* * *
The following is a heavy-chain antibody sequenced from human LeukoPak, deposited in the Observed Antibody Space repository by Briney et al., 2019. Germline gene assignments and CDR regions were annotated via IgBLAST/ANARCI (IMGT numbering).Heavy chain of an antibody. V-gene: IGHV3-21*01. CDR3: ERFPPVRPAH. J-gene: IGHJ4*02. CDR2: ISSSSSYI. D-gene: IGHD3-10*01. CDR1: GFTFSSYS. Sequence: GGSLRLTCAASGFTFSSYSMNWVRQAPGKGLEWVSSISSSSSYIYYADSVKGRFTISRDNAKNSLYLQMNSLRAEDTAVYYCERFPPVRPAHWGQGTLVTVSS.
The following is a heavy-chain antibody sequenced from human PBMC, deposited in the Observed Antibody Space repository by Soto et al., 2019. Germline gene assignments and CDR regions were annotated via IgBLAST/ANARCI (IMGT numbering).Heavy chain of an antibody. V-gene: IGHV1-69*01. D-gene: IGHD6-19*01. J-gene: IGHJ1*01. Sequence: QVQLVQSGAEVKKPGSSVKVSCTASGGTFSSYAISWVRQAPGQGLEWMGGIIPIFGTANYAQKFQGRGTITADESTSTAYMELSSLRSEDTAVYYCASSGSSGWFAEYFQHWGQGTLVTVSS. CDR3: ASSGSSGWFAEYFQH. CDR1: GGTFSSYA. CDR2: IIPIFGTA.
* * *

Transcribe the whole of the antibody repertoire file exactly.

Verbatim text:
The following is a heavy-chain antibody sequenced from human LeukoPak, deposited in the Observed Antibody Space repository by Briney et al., 2019. Germline gene assignments and CDR regions were annotated via IgBLAST/ANARCI (IMGT numbering).Heavy chain of an antibody. V-gene: IGHV3-21*01. CDR3: ERFPPVRPAH. J-gene: IGHJ4*02. CDR2: ISSSSSYI. D-gene: IGHD3-10*01. CDR1: GFTFSSYS. Sequence: GGSLRLTCAASGFTFSSYSMNWVRQAPGKGLEWVSSISSSSSYIYYADSVKGRFTISRDNAKNSLYLQMNSLRAEDTAVYYCERFPPVRPAHWGQGTLVTVSS.
The following is a heavy-chain antibody sequenced from human PBMC, deposited in the Observed Antibody Space repository by Soto et al., 2019. Germline gene assignments and CDR regions were annotated via IgBLAST/ANARCI (IMGT numbering).Heavy chain of an antibody. V-gene: IGHV1-69*01. D-gene: IGHD6-19*01. J-gene: IGHJ1*01. Sequence: QVQLVQSGAEVKKPGSSVKVSCTASGGTFSSYAISWVRQAPGQGLEWMGGIIPIFGTANYAQKFQGRGTITADESTSTAYMELSSLRSEDTAVYYCASSGSSGWFAEYFQHWGQGTLVTVSS. CDR3: ASSGSSGWFAEYFQH. CDR1: GGTFSSYA. CDR2: IIPIFGTA.